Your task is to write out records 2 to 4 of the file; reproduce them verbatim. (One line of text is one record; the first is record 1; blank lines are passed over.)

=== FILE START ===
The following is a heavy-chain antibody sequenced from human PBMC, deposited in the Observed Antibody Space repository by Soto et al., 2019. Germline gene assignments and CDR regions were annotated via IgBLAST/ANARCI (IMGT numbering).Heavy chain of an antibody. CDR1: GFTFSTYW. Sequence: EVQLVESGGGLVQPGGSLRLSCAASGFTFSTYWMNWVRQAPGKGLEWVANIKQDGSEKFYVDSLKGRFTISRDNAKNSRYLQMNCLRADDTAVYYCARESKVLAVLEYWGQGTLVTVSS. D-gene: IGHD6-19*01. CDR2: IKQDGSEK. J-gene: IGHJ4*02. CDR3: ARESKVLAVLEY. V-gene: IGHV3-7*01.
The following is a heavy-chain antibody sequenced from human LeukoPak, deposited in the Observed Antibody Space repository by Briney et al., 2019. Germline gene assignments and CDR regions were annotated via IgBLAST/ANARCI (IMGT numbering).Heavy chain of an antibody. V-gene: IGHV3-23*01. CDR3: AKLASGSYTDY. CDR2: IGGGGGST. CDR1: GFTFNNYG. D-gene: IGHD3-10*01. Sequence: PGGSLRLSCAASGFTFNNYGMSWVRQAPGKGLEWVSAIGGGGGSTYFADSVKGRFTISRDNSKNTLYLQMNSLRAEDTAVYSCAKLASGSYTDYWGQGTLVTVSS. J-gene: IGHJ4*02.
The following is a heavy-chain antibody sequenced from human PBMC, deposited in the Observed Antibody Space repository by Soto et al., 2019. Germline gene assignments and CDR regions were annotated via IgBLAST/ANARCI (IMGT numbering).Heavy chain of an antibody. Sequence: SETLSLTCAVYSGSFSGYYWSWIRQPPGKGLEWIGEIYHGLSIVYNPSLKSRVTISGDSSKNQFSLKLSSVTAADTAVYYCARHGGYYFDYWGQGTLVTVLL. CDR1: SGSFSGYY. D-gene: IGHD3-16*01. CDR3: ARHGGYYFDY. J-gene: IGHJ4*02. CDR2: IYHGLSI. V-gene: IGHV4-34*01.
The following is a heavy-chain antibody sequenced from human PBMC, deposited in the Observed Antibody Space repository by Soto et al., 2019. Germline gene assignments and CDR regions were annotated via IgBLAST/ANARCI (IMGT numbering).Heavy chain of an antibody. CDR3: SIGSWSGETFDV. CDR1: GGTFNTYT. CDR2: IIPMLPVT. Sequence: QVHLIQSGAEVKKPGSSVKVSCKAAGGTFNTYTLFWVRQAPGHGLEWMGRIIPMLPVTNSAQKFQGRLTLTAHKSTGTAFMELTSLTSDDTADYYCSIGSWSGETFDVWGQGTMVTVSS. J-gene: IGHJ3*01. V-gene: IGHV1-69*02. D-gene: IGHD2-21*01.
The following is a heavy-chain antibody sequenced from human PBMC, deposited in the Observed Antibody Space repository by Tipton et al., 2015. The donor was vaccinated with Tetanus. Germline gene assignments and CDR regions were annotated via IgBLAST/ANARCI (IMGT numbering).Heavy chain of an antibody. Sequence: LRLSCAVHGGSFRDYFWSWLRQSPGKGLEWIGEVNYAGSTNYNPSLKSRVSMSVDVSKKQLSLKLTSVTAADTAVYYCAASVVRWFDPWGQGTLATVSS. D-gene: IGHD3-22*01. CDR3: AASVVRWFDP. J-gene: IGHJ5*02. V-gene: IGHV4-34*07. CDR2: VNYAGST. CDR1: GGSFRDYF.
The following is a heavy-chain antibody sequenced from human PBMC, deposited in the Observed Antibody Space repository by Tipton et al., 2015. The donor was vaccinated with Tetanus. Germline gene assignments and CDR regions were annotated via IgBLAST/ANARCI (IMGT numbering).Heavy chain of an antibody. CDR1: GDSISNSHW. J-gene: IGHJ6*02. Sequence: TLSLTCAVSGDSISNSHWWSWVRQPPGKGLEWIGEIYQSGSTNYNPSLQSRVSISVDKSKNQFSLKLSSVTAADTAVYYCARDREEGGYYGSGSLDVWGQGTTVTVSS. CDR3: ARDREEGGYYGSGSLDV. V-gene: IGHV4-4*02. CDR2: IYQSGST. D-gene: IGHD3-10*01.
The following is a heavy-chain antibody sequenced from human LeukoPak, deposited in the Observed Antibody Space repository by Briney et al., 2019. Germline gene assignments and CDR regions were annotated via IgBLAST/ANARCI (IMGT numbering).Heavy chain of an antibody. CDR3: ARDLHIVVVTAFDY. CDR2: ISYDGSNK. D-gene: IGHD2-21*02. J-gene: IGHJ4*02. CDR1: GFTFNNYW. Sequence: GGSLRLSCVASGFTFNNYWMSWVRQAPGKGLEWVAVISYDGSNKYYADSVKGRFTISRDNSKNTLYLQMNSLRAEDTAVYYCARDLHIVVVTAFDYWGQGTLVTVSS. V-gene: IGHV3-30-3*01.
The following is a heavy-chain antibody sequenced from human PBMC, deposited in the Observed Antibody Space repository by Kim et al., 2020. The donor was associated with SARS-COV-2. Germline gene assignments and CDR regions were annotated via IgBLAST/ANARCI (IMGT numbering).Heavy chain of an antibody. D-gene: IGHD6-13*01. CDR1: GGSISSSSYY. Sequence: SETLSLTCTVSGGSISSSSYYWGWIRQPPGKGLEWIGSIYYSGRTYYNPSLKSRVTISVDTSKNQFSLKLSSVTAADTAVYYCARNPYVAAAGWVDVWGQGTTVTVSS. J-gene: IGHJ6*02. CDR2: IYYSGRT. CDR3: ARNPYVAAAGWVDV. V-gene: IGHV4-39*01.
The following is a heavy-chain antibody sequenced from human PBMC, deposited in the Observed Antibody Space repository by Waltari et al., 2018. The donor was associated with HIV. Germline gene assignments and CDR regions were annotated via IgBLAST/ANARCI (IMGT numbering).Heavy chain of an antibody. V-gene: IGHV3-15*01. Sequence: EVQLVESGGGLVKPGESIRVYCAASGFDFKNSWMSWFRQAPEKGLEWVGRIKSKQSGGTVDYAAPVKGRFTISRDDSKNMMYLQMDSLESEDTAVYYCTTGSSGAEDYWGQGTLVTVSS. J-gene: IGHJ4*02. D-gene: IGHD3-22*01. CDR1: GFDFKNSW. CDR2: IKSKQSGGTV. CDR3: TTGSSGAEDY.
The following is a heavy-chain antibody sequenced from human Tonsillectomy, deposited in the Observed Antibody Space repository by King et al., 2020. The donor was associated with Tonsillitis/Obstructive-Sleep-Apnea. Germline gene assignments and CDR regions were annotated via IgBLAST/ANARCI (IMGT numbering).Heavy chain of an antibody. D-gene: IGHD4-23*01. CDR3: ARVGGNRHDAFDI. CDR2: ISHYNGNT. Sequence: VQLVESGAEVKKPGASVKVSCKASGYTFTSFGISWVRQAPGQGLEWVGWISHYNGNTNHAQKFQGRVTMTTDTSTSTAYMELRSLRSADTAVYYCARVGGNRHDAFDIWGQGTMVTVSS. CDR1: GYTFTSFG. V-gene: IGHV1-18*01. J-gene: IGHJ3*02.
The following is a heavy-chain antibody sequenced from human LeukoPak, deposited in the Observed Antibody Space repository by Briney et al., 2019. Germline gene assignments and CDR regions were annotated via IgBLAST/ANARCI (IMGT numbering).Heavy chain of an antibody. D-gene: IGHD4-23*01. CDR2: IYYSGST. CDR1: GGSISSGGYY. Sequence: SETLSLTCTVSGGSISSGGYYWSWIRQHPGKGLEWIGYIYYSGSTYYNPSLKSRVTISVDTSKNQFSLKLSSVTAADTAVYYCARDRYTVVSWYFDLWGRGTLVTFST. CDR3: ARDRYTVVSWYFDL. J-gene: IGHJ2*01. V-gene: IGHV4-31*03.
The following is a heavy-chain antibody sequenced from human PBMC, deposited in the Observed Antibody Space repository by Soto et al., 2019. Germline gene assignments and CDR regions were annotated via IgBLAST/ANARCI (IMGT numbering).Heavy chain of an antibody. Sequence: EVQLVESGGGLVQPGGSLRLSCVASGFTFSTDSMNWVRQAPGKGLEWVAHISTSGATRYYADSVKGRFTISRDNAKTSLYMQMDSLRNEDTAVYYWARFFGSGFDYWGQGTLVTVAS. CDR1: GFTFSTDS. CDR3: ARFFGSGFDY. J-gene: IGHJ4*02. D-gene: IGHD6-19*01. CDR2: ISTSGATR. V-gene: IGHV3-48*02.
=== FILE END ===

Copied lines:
The following is a heavy-chain antibody sequenced from human LeukoPak, deposited in the Observed Antibody Space repository by Briney et al., 2019. Germline gene assignments and CDR regions were annotated via IgBLAST/ANARCI (IMGT numbering).Heavy chain of an antibody. V-gene: IGHV3-23*01. CDR3: AKLASGSYTDY. CDR2: IGGGGGST. CDR1: GFTFNNYG. D-gene: IGHD3-10*01. Sequence: PGGSLRLSCAASGFTFNNYGMSWVRQAPGKGLEWVSAIGGGGGSTYFADSVKGRFTISRDNSKNTLYLQMNSLRAEDTAVYSCAKLASGSYTDYWGQGTLVTVSS. J-gene: IGHJ4*02.
The following is a heavy-chain antibody sequenced from human PBMC, deposited in the Observed Antibody Space repository by Soto et al., 2019. Germline gene assignments and CDR regions were annotated via IgBLAST/ANARCI (IMGT numbering).Heavy chain of an antibody. Sequence: SETLSLTCAVYSGSFSGYYWSWIRQPPGKGLEWIGEIYHGLSIVYNPSLKSRVTISGDSSKNQFSLKLSSVTAADTAVYYCARHGGYYFDYWGQGTLVTVLL. CDR1: SGSFSGYY. D-gene: IGHD3-16*01. CDR3: ARHGGYYFDY. J-gene: IGHJ4*02. CDR2: IYHGLSI. V-gene: IGHV4-34*01.
The following is a heavy-chain antibody sequenced from human PBMC, deposited in the Observed Antibody Space repository by Soto et al., 2019. Germline gene assignments and CDR regions were annotated via IgBLAST/ANARCI (IMGT numbering).Heavy chain of an antibody. CDR3: SIGSWSGETFDV. CDR1: GGTFNTYT. CDR2: IIPMLPVT. Sequence: QVHLIQSGAEVKKPGSSVKVSCKAAGGTFNTYTLFWVRQAPGHGLEWMGRIIPMLPVTNSAQKFQGRLTLTAHKSTGTAFMELTSLTSDDTADYYCSIGSWSGETFDVWGQGTMVTVSS. J-gene: IGHJ3*01. V-gene: IGHV1-69*02. D-gene: IGHD2-21*01.